Dr. Florence Hawley Ellis Lecture (Keynote presentation)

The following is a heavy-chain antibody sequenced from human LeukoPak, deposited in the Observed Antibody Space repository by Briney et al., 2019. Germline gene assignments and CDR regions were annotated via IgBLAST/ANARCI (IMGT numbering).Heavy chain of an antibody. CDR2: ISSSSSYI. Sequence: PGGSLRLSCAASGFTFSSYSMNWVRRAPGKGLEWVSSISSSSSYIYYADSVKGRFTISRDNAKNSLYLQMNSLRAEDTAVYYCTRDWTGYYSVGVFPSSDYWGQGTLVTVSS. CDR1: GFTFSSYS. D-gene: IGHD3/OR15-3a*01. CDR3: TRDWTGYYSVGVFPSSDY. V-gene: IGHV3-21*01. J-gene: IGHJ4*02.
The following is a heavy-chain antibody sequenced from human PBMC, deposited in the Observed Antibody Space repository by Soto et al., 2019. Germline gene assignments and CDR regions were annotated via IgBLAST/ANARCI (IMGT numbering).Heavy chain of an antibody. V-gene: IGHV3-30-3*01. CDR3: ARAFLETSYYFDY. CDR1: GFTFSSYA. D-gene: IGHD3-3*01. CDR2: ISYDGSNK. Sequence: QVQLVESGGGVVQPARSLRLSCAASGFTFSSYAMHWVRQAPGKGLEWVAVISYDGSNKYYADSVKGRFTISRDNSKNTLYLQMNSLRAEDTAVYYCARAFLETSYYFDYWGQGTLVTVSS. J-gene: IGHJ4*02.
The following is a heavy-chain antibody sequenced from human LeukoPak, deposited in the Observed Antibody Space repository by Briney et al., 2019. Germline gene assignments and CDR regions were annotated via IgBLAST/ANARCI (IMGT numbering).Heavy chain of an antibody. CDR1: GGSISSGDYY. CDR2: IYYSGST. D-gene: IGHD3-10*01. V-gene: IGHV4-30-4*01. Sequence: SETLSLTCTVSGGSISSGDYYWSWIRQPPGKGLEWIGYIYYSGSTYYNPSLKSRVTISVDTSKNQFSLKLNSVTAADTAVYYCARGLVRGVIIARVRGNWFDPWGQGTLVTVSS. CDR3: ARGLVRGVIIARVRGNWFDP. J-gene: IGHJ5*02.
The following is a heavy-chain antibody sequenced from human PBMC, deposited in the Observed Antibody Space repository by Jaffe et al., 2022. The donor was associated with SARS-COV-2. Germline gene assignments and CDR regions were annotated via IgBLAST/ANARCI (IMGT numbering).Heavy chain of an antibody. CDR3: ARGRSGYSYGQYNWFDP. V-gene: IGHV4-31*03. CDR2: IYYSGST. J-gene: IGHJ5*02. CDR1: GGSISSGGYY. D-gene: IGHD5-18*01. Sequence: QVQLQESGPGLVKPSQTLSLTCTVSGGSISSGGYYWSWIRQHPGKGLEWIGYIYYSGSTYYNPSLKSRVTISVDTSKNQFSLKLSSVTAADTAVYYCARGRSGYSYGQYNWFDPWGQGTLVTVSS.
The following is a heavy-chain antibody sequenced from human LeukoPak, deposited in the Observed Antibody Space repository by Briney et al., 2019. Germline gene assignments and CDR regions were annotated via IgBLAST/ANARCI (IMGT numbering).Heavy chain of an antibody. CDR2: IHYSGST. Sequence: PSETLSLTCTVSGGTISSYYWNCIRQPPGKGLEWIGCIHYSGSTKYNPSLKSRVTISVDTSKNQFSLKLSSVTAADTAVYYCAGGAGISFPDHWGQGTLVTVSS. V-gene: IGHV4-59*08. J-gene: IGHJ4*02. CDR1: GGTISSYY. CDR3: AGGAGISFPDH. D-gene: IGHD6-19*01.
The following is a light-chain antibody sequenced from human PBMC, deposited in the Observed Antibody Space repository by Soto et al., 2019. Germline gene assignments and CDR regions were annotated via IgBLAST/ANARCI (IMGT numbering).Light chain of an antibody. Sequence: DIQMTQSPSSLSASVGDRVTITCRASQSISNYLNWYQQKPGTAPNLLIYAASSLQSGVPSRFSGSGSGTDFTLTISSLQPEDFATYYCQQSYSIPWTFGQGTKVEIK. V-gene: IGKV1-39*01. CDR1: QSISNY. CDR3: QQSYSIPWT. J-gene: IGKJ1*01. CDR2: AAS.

Africa is faced with a number of challenges including climate change and ecological disturbance due to various anthropogenic activities. These problems adversely affect the forests and also ecosystem services. My appreciation for the forests motivated me to pursure my undergraduate studies in Forestry. I first applied dendrochronology during my PhD research which focused on understanding the climate change vulnerability of the Zambezi teak forests in Zambia. However, lack of research facilities and limited number of Dendrochronologist in Africa posed a challenge to acquire Dendro knowledge and skills on the continent. Hence, my first participation in the Dendro Field Week training in 2014 in Tasmania (Australia). I established positive significant relationship between tree-ring indices of Baikiaea plurijuga and rainfall in the wetter region. Exploratory Dendro studies in the wet miombo woodlands reviewed clear growth-ring formation in various tree species. We successfully cross dated Julbernardia paniculata and Brachystegia boehmii. Currently, I have established a Dendro lab and a training program at the Copperbelt University (CBU) in Zambia. The first Africa Dendro Training was offered at CBU from 24th October to 7th November, 2021. 24 people from seven countries of three continents were trained. I have also contributed to the establishment of a web-based database on Zambian woods and motivated women on the importance of education. In future, I plan to continue developing dendrochronology through research and providing Dendro trainings. The Second Africa Dendro training will be offered in July-August, 2022. I will also, continue to encourage girls and women on the importance of education.